What's in Season in Massachusetts? A Monthly Fruit and Vegetable Guide

Find out what's growing near you


Molly Watson

Due to its New England location, Massachusetts farmers usually experience a shorter growing season and a later, longer harvest of cool-weather crops. Exact crop availability and harvest times vary year-to-year and are based on a number of different factors, including rain levels, frost, pests, and more. In the warmest years, seasons start earlier and last longer; in colder ones, they'll begin later and end sooner. Here's what a typical harvest year will yield throughout the year.

  • 01 of 06


    Kirk Mastin / Getty Images

    Massachusetts harvests usually begin in April, when the frost finally melts and plants begin to yield their bounty. Depending on the year, the first produce could be available at the beginning or end of the month.

    • Fiddleheads, April and May
    • Nettles, April through June
    • Parsnips, April and May, again October through December
    • Pea greens, April through June
  • 02 of 06


    Bunch of Asparagus Spears

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    In Massachusetts, May harvests typically bring more greens and beans to the market. These early plants are a sure sign that spring has arrived:

    • Arugula, May through September
    • Asparagus, May and June
    • Chard, May through November
    • Fava beans, May and June
    • Garlic scapes, May and June
    • Green onions/scallions, May through September
    • Lettuce, May through October
    • Morels, May and June
    • Mushrooms, May through October
    • New potatoes, May
    • Parsley, May through November
    • Radishes, May through September
    • Rhubarb, May through July
    • Spinach, May through September
    • Stinging Nettles, May and June
    • Thyme, May through September
  • 03 of 06


    Corn - Growing Sweet Corn

    Stephanie Berghaeuser

    As the days get longer and the weather warms up, June's harvest will yield more vegetables as summer officially kicks off. Expect to see the following during this month:

    • Beets, June through December
    • Cabbage, June through October
    • Carrots, June through September
    • Corn, June through August
    • Kale, June through November
    • Kohlrabi, June and July, September and October
    • Oregano, June through November
    • Strawberries, June
  • 04 of 06


    Zucchini and Other Summer Squash

    Image Source / Getty Images

    With summer in full swing, the harvest of July will bring about a wide variety, including juicy cherries and ripe melons.

    • Apples, July through October
    • Basil, July through September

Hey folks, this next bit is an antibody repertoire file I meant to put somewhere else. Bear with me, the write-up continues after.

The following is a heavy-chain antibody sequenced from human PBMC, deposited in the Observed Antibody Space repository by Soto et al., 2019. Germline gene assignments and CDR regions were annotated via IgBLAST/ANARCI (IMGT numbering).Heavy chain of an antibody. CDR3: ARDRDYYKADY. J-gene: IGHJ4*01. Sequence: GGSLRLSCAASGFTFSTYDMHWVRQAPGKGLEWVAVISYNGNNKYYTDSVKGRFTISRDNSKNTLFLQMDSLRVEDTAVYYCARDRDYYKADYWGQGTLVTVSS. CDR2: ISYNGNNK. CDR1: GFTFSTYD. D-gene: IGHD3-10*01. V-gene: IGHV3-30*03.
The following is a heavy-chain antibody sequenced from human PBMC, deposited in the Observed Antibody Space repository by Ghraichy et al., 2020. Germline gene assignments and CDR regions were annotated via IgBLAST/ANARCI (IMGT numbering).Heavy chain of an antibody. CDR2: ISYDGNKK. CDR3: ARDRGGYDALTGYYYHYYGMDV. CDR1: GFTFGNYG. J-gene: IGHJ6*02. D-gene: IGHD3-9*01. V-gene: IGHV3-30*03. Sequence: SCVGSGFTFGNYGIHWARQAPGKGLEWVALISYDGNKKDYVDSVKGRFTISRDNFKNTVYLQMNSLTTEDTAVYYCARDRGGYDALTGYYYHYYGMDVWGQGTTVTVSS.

• Blueberries, July and August
    • Cherries, July
    • Cucumbers, July through October
    • Eggplant, July through October
    • Garlic, July through October
    • Green beans, July through September
    • Melons, July through October
    • Onions, July through October
    • Peaches, July through September
    • Peas and pea pods, July through October
    • Peppers (sweet), July through October
    • Potatoes, July through December
    • Raspberries, July through September
    • Squash (summer), July through September
    • Tomatoes, July through September
    Continue to 5 of 6 below.
  • 05 of 06


    Plums image fruit recipes food cooking receipts

    Patricia Granlund / Getty Images

    Deep in the heart of summer, the hot days of August continue to produce a vast array of fruits and vegetables. Expect to see the following during August:

    • Broccoli raab, August through November
    • Cantaloupes, August and September
    • Cauliflower, August through November
    • Celery, August through October
    • Currants, August
    • Leeks, August through December
    • Nectarines, August and September
    • Plums and pluots, August and September
    • Rutabagas, August through November
    • Squash (winter), August through December
    • Turnips, August through November 
  • 06 of 06


    Radicchio di Treviso

    Maximilian Stock Ltd. / Getty Images

    September is the last month of new crops in the Bay State. Many of the fresh products will continue to grow throughout the fall and the heartier vegetables can be put in cold storage throughout the winter.

    • Brussels sprouts, September through November
    • Celeriac, September through November
    • Chicory, September and October
    • Cranberries, September through December
    • Escarole, September and October
    • Fennel, September and October
    • Grapes, September and October
    • Pumpkins, September through November
    • Radicchio, September and October
    • Shelling beans, September through November